In my opinion there are fewer greater pleasures in life than drinking a chilled glass of Riesling. Whether it is an aged one from the Mosel, giving off notes of honey and petroleum(yes, that is correct!) or a young spicy one from Alsace, it is a wine that rarely ever disappoints. Sadly, however, the joys of this grape are often lost on people. Due to its German origins, it is often confused with Liebfraumilch and instantly dismissed as a sweet, cloying and flavourless wine. Whilst it is sometimes sweet, it is never cloying and rarely flavourless. Quite simply it is the best value white wine in the world, and let me tell you why.
Riesling buds late (saving it from winter frosts) and ripens early, meaning it can be grown in many cool climates. The perfect example of this is in the Mosel, where arguably the greatest Rieslings are grown, which is on the northernmost border of wine cultivation in Europe in Western Germany. However Riesling is grown in a wide variety of places, from Alsace to Australia, this is a grape that has popped up all over the world.
Due to its appearance in many locations it has meant a variety of styles of Riesling have grown up. The dominant style is that of a dry style. Characterised by intense flavours of lime and stone fruit as well as a taut acidity, these are excellent summer wines. Australia probably makes the driest examples, with the vineyards of Clare and Eden valleys being the prominent areas of Riesling production. However if you are after dry Riesling I would either recommend Austrian ones (in particular from the Wachau), or Alsace ones. In both of these the aromas are a little more perfumed than those of Australia. Producers in particular to look out for are FX Pichler (Austria) ,Trimbach (France) or Zind Humbrecht (France).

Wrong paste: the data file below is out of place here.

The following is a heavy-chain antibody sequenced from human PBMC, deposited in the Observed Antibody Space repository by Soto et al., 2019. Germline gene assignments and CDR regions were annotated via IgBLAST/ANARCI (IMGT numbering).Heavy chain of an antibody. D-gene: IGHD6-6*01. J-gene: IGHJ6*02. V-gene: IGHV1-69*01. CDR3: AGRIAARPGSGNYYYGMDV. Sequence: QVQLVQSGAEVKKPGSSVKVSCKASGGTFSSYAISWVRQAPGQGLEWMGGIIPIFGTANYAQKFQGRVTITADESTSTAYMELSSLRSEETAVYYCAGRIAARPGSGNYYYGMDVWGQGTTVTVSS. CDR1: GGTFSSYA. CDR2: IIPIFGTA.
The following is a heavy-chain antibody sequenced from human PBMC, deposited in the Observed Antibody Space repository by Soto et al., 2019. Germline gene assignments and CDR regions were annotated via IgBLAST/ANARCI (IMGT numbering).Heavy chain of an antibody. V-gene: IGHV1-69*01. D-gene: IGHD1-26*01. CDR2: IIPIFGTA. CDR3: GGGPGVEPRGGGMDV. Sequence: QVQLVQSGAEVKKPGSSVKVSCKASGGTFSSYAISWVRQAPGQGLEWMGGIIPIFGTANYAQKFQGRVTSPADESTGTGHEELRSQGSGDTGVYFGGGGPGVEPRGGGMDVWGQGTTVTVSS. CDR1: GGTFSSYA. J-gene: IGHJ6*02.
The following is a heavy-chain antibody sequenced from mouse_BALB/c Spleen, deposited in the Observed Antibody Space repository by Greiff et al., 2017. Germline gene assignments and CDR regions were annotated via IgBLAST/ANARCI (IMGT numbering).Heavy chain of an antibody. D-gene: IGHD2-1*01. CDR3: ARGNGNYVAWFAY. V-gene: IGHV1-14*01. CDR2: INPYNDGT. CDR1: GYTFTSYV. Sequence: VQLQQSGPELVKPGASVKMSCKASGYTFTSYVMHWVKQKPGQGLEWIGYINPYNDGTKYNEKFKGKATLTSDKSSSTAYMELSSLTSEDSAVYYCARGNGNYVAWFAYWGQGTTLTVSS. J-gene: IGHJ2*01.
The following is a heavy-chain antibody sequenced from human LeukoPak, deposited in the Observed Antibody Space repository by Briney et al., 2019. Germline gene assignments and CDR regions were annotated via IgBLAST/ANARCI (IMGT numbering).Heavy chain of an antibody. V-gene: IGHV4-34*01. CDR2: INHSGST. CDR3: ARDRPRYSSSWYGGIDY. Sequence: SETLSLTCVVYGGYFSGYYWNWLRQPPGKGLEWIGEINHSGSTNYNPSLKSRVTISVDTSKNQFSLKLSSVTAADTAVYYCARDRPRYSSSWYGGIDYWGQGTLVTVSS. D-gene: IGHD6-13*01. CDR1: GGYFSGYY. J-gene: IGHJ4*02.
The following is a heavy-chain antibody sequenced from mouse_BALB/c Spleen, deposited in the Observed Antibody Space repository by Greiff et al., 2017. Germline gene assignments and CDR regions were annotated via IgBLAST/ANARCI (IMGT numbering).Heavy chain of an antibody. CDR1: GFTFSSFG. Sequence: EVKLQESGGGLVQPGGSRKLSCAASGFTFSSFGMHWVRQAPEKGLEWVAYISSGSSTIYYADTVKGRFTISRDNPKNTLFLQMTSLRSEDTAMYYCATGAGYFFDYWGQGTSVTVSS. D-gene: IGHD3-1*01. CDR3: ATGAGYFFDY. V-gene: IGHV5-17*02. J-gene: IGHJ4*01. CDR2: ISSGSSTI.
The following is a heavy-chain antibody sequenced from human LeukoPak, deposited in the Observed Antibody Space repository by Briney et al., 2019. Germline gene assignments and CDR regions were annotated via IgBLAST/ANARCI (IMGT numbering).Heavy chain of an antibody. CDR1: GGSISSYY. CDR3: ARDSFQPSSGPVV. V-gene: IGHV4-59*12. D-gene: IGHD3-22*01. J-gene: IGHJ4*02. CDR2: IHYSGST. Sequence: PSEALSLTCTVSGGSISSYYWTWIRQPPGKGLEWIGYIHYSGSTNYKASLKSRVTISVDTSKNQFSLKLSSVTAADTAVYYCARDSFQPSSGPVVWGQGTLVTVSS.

Riesling also makes both wonderful off dry and sweet wines. Ice wine, from Canada and Germany, is one of the worlds great dessert wines for example. These styles are just as rewarding as the dry ones. Especially as off dry and sweet styles have the ability to age and develop for long periods of time due to high levels of acidity and residual sugar. For me the flavours of aged Riesling are unbeatable, with the trademark smell of petrol being the most prized aroma. You may think that this is strange, but I can assure you once you have smelt it in a wine you will seek it out in others! If looking for off dry Riesling then the wines of Germany are the best place to start, look for words such as Halb-Trocken , Spatlese and Auslese. All of these words indicate that there is a certain level of residual sugar in the wine.
That is just a quick run through of a subject I could talk about for hours, however I am going to make one more point before I let you dive into the wonderful world of Riesling. It is exceptional value! Due to being unfashionable, £10-20 will buy exceptional Riesling. Zind Humbrecht Riesling is around £14 a bottle and this is from Grand Cru vineyards! Whilst Trimbach’s top cuvée, Fredereich Emile, is only £35. When you compare this with the top Chardonnay’s and Cabernet Sauvignon’s in the world it is an absolute bargain.
So, I implore you to go out and give Riesling a chance. I promise you, it is a risk you will be glad you took as after trying it, and you may even start to wonder how you ever survived without it!